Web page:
Michael Ignatieff should have a lot going for him in his race to be Canada's next prime minister -- charismatic, telegenic, a public intellectual whose expertise on human rights has done his country credit.
But the Liberal Party leader has a problem -- he has spent about half his life abroad, and as Monday's election approaches, that absence has become one more burden weighing him down in the polls.
His Conservative Party opponents, favorites to win another term, are making relentless use of the more than 30 years he lived in Europe and the United States.
"Michael Ignatieff. Just visiting," goes one election ad. "Back in Canada. But for how long?" mocks another.
The verve and braininess that captivated Ignatieff's television audiences in Britain, or his students at Harvard, have failed to galvanize the fortunes of the Liberal Party that he took over in 2009.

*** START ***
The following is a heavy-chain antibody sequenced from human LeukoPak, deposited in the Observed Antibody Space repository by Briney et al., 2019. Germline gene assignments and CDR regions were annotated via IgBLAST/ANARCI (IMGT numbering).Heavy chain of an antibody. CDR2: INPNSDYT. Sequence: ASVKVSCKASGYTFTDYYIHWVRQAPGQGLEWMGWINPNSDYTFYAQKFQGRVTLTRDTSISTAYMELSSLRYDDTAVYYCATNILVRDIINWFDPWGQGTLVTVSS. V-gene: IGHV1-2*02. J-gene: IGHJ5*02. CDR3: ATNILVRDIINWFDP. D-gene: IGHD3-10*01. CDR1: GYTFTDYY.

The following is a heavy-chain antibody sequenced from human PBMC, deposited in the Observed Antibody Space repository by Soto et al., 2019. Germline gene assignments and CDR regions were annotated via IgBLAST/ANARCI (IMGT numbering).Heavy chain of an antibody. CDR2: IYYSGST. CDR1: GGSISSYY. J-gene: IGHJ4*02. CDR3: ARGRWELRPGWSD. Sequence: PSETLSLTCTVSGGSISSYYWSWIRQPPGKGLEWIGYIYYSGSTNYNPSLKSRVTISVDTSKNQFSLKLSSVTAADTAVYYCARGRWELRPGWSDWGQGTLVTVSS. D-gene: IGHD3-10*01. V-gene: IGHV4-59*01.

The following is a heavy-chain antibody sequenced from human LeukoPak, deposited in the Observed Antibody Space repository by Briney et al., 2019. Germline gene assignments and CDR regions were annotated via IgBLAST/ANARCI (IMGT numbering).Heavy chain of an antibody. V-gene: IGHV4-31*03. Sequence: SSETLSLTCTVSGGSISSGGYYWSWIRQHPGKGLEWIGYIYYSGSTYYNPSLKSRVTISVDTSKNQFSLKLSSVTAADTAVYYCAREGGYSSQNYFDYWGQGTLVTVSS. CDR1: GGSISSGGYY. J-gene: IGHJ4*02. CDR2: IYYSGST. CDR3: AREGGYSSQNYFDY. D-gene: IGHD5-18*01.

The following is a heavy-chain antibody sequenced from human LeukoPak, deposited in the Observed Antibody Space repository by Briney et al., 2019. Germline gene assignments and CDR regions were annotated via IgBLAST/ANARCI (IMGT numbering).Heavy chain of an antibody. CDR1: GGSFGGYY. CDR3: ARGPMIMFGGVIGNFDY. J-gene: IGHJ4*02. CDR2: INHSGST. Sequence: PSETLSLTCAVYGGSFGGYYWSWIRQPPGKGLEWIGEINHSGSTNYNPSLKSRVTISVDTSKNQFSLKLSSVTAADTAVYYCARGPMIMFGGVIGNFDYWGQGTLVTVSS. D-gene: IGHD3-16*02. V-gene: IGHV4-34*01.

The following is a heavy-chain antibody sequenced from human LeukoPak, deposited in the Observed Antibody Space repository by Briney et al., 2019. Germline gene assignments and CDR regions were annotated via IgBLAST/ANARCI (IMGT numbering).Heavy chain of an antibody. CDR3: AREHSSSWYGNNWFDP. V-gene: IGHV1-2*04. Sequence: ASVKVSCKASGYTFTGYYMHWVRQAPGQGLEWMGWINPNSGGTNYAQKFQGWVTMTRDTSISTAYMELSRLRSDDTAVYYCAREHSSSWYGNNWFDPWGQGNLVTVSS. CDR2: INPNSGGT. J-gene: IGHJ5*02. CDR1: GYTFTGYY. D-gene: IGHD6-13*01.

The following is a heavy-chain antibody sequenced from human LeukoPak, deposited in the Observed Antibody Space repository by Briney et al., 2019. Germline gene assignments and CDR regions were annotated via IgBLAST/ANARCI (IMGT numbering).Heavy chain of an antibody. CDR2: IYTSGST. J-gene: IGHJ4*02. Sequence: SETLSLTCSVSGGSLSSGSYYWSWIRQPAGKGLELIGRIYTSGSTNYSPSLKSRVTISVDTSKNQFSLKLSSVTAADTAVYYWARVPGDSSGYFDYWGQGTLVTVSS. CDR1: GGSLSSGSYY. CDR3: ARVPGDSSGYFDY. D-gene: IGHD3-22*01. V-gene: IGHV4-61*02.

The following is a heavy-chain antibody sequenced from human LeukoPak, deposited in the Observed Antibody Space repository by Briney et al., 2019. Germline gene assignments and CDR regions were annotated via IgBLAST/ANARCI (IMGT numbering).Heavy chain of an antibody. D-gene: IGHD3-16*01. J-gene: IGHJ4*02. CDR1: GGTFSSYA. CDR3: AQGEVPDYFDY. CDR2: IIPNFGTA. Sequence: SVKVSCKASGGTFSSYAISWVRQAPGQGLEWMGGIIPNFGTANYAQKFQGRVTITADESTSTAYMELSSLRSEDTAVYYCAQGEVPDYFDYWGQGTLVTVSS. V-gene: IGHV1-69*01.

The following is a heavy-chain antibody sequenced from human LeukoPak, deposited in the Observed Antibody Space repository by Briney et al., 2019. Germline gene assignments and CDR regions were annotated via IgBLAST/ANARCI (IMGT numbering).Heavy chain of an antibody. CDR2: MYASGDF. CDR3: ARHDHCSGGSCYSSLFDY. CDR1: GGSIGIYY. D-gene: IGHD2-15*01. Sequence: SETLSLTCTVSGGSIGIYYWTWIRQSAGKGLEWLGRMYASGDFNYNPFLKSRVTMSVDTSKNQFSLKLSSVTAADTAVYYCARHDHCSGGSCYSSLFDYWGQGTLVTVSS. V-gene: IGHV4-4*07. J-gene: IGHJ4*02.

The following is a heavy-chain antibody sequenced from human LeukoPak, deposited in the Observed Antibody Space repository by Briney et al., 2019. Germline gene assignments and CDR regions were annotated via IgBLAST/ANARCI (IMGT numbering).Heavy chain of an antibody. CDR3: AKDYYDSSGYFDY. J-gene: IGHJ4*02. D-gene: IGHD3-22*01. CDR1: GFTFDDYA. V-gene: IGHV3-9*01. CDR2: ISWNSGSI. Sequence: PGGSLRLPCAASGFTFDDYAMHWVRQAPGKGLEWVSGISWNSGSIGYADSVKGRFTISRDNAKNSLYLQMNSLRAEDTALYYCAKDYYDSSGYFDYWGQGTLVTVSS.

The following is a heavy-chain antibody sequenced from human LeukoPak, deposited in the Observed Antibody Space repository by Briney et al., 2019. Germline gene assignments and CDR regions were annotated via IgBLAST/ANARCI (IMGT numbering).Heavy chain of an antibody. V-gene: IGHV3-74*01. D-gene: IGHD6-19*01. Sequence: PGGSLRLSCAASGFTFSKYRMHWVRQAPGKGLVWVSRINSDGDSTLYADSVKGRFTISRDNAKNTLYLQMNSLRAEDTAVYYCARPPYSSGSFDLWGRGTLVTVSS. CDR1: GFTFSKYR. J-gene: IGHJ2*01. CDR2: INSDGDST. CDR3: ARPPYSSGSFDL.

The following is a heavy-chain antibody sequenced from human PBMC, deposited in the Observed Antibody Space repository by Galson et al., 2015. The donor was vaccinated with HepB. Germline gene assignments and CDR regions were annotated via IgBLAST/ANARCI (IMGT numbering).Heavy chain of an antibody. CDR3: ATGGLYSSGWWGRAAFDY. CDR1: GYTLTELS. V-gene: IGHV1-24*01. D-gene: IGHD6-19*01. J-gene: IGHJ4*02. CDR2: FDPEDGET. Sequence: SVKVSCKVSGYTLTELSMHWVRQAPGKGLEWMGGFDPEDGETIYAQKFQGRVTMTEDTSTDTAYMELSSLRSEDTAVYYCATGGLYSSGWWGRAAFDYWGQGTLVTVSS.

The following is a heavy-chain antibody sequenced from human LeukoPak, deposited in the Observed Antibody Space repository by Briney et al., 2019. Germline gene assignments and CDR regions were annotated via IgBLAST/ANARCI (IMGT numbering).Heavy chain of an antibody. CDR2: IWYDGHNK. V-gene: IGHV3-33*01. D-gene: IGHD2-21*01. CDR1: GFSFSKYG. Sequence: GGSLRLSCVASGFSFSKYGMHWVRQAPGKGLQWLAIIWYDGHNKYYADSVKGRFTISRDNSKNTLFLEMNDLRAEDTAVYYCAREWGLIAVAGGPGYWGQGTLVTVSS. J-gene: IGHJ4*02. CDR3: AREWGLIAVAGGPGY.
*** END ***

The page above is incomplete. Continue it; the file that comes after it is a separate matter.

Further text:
Stephen Harper, prime minister since 2006, looks set to triumph again, and this time perhaps achieve the outright majority that so far has eluded him. If so, it will be the Conservative leader's third straight victory.
"Are we witnessing the strange death of Liberal Canada?" John Ivison, a respected political commentator, asked Tuesday in the online National Post. He wrote after EKOS, a private polling company, shocked Canadians by showing the Conservatives at 33.7 percent, the New Democratic Party at 28 percent and the Liberals at 23.7 percent, meaning Ignatieff wouldn't even serve as leader of the opposition in Parliament.
The surprise surge by the leftist New Democrats, the perennial wild card role of Quebec nationalists and Conservative policies that have allowed Canada to weather the worldwide recession in relatively good shape are working against Ignatieff, 63, even as he is remains relatively unknown to Canadians.
Toronto-born Ignatieff earned a doctorate in history from Harvard and has lectured at Oxford, Cambridge, the University of California at Berkeley and the London School of Economics. He hosted award-winning TV shows on the BBC and worked as a journalist in Rwanda and Kosovo. He has written 17 books and "The Russian Album," a critically acclaimed family history.